Bloomberg News

Vietnam Bonds Rise After Yields Decline at Auction; Dong Steady

July 20, 2012

Vietnam’s benchmark five-year bonds rose the most in two months after yields fell at a debt auction yesterday. The dong weakened.

The State Treasury sold 1.3 trillion dong ($62.4 million) of the 2 trillion dong of five-year notes on offer at a yield of 9.88 percent, according to the Hanoi Stock Exchange. At the last sale on July 12, it issued 500 billion dong of similar-maturity securities at 9.9 percent, compared with the 2 trillion dong available.

“The actual yield at auction, and the amount sold at the auction, implies that investors have come back to the market,” said Tran Kieu Hung, a Hanoi-based fixed-income trader at Bank for Investment & Development of Vietnam.

The yield on five-year bonds fell 15 basis points, or 0.15 percentage point, to 9.95 percent in Hanoi, according to a daily fixing from banks compiled by Bloomberg. That’s the biggest drop since May 10. Yields fell 12 basis points this week, the most since the period ended June 8.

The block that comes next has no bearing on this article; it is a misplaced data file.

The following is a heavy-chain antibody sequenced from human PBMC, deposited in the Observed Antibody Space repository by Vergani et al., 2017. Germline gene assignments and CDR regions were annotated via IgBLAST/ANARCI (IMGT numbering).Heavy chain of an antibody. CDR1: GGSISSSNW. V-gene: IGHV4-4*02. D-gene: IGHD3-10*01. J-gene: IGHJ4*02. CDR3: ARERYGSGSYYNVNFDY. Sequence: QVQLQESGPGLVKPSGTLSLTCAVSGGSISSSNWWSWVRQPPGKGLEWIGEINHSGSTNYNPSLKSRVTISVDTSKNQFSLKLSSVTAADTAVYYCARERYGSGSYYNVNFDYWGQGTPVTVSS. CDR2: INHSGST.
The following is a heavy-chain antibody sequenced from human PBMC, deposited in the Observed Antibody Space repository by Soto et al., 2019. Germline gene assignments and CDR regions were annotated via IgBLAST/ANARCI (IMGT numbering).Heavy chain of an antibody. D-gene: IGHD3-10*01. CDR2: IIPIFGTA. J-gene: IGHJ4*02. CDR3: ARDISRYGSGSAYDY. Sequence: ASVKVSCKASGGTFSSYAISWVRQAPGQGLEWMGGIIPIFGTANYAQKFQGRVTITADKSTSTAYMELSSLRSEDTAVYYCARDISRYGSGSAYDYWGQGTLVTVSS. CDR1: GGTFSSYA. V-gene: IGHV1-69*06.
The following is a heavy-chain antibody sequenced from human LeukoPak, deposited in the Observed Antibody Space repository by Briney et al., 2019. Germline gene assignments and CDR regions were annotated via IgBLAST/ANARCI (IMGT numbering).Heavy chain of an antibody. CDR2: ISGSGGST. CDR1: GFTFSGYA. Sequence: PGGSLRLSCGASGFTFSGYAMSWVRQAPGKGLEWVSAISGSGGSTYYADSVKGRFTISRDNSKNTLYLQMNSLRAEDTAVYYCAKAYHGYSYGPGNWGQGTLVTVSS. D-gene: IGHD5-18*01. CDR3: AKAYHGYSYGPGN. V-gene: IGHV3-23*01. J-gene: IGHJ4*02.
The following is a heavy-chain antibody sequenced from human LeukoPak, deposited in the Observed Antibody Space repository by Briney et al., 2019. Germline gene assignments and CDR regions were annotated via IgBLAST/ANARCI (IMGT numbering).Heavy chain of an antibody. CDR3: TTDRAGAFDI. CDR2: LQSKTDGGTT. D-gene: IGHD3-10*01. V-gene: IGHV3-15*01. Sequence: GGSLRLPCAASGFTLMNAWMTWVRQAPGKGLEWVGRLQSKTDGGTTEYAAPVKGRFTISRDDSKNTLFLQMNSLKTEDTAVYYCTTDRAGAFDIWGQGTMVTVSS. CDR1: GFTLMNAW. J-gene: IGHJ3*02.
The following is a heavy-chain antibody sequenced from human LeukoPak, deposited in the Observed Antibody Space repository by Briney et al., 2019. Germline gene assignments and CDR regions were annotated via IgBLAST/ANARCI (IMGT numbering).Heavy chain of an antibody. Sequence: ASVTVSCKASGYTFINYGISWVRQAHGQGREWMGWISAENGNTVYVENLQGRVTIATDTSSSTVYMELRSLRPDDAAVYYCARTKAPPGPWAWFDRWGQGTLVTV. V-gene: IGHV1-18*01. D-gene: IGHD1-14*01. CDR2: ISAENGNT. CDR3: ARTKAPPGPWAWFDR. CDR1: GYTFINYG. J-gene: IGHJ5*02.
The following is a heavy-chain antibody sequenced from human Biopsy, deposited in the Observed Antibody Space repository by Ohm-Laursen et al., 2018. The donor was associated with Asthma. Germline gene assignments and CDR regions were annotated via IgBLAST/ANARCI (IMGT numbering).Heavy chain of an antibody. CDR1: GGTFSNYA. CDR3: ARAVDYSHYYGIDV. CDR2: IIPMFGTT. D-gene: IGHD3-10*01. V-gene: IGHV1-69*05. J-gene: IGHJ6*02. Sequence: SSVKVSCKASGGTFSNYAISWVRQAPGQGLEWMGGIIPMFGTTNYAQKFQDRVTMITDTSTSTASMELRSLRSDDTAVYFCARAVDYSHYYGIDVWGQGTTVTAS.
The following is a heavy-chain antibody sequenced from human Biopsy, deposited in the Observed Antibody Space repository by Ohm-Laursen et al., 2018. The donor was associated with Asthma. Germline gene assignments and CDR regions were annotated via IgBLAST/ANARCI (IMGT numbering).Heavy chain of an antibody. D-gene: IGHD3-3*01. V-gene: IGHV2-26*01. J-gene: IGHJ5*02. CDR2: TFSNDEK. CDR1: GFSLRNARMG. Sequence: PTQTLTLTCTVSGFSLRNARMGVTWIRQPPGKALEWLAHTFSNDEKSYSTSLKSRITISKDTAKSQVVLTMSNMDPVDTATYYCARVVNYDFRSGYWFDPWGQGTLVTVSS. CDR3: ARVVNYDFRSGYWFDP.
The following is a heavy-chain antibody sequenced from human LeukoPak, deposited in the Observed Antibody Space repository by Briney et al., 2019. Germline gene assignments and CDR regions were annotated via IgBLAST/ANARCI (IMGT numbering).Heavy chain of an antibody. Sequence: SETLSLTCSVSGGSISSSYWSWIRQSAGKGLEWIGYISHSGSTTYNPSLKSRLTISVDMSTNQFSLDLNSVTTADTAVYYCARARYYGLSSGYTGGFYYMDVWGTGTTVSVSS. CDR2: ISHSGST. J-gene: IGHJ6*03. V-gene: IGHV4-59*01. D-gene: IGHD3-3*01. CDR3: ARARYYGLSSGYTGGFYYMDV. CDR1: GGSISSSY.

The dong traded at 20,850 per dollar as of 3:23 p.m. in Hanoi, compared with 20,843 yesterday, according to data compiled by Bloomberg. The currency strengthened 0.1 percent from July 13.

The State Bank of Vietnam set its reference rate at 20,828, unchanged since Dec. 26, according to its website. The currency is allowed to trade up to 1 percent on either side of the rate.

To contact the reporter on this story: Nick Heath in Hanoi at nheath2@bloomberg.net

To contact the editor responsible for this story: Sandy Hendry at shendry@bloomberg.net


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